Wherever Armando Litchenberger looks around Urbana Recording Studio, there are memories. The stool Jose Feliciano sat on to record a couple tracks. Goldie Hawn used the studio to mix the soundtrack for a TV movie she directed. Duran Duran re-cut a guitar track that didn’t test well while on a world tour.
“There are memories here that are not replaceable,” Litchenberger said as he showed off the Near Northside performance room where the neighborhood’s de facto house band, La Mafia, recorded the songs that won four Grammys, which now sit a glass trophy case a few feet from the soundboard.
Beatles memorabilia and signed posters from hundreds of musicians and celebrities line the walls, but it is a pin in the parking lot that draws Litchenberger’s attention these days. Driven in by a surveyor, the pin marks the property line for a wider Interstate 45.
The I-45 project’s toll on local property owners would be unprecedented for TxDOT in Houston, potentially relocating hundreds of families and businesses. Estimated to cost at least $7 billion, the project will rebuild I-45 from downtown Houston north to Beltway 8, and change how it connects with other downtown freeways.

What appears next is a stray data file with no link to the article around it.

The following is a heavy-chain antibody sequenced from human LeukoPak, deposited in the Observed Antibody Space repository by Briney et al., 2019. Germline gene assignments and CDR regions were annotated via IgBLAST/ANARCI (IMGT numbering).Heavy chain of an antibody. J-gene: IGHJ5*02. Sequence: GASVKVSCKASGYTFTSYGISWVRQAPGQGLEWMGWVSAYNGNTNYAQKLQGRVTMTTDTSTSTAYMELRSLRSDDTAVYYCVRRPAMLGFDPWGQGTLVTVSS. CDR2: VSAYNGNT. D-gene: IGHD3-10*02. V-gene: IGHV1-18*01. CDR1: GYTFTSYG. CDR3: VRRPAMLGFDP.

That means rebuilding — by removing — pieces of Fifth Ward, the Northside, Acres Homes and Aldine. Spots south of North Main where third-generation Latino residents help neighbors work on cars in their driveway. Or Tidwell, which bustles with activity as the commercial center and is the only place within walking distance of her apartment where Shondrae McBride, 26, can get her nails done, pick up marinated carne asada and drop off her husband’s cell phone for repair across from a Pho restaurant.
“Not everybody has a car to get around,” McBride said.